Colorado was never ranked 46th for teacher pay. Does this change the debate?

Colorado teachers rally at state Capitol in April 2018. (Photo by Melanie Asmar, Chalkbeat Colorado)

As a rallying cry, “We’re 30th in the nation for teacher pay!” doesn’t quite inspire outrage.

But that is, in fact, where Colorado ranked in 2016, despite reports to the contrary.

A series of unfortunate events led to an inaccurate statistic being spread far and wide — that Colorado ranked 46th in the U.S. in teacher pay.

The eye-popping number in a state with a booming economy found its way onto social media posts and signs at last week’s massive teacher rallies in Colorado, as well as into stories in Chalkbeat and many, many other media outlets. But it was wrong.

Here’s how the mistake happened — and how groups with different agendas have seized on the snafu to score points:

The Colorado Department of Education changed its data collection system during the 2014-15 school year and built a new data query system from scratch, officials said. Some teachers were left out of the system, resulting in artificially lower average salaries for the 2014-15 and 2015-16 school years.

When the nation’s largest teachers union was preparing its 2017 state rankings, it used the 2016 average teacher salary provided by the Colorado Department of Education. That was $46,155.

Officials in Colorado later realized the actual average salary for the year in question was $51,204. They informed the National Education Association in May 2017, but the report had already been published. The union didn’t update the number until it released its 2018 state rankings, which came out shortly before thousands of teachers rallied at the Colorado State Capitol.

The revised figure meant Colorado ranked 30th in 2016, not 46th, and 31st in 2017.

The average annual salary for last year was $51,810, according to the state education department, and the average annual salary for this year is $52,728. Colorado teacher salaries were 15 percent below the national average of $59,660 in 2017.

As always, that statewide average obscures a wide range of teacher salaries in different districts. The Cherry Creek and Boulder Valley districts have average salaries above $70,000, while many rural districts have averages that hover near $30,000.

Some districts use pay-for-performance and incentive systems that also complicate the picture. The state education department reports base salaries that don’t include those incentives. For example, Denver Public Schools estimates its average salary at $57,753 with incentives included. That’s $7,000 more than the base pay listed on state education department’s website. However, some teachers dislike the uncertainty that this system introduces into their paychecks. The union has negotiated higher base pay and is still asking for changes to the incentive system.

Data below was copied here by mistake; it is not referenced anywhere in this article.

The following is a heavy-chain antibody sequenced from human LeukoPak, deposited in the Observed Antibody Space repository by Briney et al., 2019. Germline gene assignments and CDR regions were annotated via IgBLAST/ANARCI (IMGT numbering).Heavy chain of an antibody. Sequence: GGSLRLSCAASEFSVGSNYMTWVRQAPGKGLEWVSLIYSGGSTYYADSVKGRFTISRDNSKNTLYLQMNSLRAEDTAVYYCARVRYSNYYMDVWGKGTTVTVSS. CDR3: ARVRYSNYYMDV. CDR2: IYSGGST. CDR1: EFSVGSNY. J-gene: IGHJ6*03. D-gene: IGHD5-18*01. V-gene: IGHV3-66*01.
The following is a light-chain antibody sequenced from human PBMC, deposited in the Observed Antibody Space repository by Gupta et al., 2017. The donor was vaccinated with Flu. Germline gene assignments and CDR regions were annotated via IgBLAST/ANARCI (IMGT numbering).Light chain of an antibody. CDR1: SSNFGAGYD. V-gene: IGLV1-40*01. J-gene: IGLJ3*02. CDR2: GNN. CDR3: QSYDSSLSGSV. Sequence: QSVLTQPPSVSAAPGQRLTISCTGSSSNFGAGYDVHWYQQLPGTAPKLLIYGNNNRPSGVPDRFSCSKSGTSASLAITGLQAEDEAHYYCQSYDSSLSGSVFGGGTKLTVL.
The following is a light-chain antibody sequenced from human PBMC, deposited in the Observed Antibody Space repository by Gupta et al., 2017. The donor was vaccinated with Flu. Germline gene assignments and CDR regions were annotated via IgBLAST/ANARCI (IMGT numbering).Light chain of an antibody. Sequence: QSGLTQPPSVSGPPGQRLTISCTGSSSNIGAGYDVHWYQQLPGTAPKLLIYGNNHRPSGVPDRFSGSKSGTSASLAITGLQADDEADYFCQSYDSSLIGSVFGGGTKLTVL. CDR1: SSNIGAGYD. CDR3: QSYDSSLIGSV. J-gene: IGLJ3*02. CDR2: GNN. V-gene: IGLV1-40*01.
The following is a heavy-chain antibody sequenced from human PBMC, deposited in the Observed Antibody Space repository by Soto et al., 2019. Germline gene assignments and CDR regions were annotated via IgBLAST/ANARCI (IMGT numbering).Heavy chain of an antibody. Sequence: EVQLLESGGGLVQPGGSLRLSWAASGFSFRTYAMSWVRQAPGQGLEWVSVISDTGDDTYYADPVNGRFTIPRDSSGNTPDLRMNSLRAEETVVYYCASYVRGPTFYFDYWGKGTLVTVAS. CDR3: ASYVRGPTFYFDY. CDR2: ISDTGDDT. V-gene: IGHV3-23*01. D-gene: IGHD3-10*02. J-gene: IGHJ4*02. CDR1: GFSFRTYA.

The change in the ranking, which was reported by other media outlets, doesn’t answer the question of how much teachers should be paid or the best way to raise their pay. Nonetheless, the ranking has become a key feature of the debate in Colorado, and it’s unlikely to disappear from signs at protests or the public narrative anytime soon.

In comments on Chalkbeat Colorado’s Facebook page, teachers have continued to cite the incorrect “46th in the nation” figure, while on Twitter, some critics called the stat “fake news” and said teachers shouldn’t complain about pay when they have summers off.

The conservative blog Colorado Peak Politics seized on the new ranking to dismiss the teacher rallies.

“So, if we’re in the middle of the pack for pay, why exactly are teachers rallying today and tomorrow?” said a blog post titled “LIAR LIAR.” “Why are teachers costing the state $11.5 million? Why are teachers forcing families to scramble for childcare? This entire rally is based on nothing. Nothing.”

Colorado Education Association President Kerrie Dallman said the change in ranking shouldn’t distract from the problems Colorado faces attracting or keeping teachers.

“We’re still below the national average,” she said. “We’re not in the top 25. If you took out Cherry Creek and Boulder, which are significantly higher than other districts in the state, that average would drop pretty quickly. … For us, it’s not so much about that ranking but do the salaries match where folks are living?”

A report on teacher shortages found that 95 percent of rural districts paid average salaries below the cost of living in those communities. At the same time, the cost of living in the Denver metro area has increased rapidly in recent years. Even as teacher pay has increased, it has not kept pace with inflation in many districts.

A recent report that cites American Community Survey data, not the Colorado Department of Education, placed Colorado last for the competitiveness of its teacher salaries – that is, how teacher pay compares to the pay of other people with similar education levels.

Originally posted on Chalkbeat by Erica Meltzer on May 1, 2018. Chalkbeat is a nonprofit news site covering educational change in public schools. Photo by Melanie Asmar. Colorado teacher rally at state Capitol in April 2018. 


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